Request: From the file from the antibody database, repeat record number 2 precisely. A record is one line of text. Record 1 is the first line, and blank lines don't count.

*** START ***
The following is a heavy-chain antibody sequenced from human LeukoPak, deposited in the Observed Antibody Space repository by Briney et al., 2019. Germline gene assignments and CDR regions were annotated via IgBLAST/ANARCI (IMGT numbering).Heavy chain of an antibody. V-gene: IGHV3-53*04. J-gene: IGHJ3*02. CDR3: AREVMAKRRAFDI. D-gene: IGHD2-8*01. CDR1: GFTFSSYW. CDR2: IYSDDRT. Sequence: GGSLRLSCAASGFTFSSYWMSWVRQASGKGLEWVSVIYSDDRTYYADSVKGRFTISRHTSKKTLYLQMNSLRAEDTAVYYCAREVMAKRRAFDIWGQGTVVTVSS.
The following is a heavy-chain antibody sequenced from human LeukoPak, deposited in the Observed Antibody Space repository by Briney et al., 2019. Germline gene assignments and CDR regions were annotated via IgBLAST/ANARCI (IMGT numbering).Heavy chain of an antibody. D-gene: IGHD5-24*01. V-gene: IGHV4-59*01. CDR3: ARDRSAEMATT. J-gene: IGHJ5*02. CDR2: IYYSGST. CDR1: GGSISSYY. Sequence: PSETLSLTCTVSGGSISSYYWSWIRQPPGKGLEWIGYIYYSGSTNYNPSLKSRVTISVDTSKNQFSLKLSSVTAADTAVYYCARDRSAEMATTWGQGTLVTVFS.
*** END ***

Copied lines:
The following is a heavy-chain antibody sequenced from human LeukoPak, deposited in the Observed Antibody Space repository by Briney et al., 2019. Germline gene assignments and CDR regions were annotated via IgBLAST/ANARCI (IMGT numbering).Heavy chain of an antibody. D-gene: IGHD5-24*01. V-gene: IGHV4-59*01. CDR3: ARDRSAEMATT. J-gene: IGHJ5*02. CDR2: IYYSGST. CDR1: GGSISSYY. Sequence: PSETLSLTCTVSGGSISSYYWSWIRQPPGKGLEWIGYIYYSGSTNYNPSLKSRVTISVDTSKNQFSLKLSSVTAADTAVYYCARDRSAEMATTWGQGTLVTVFS.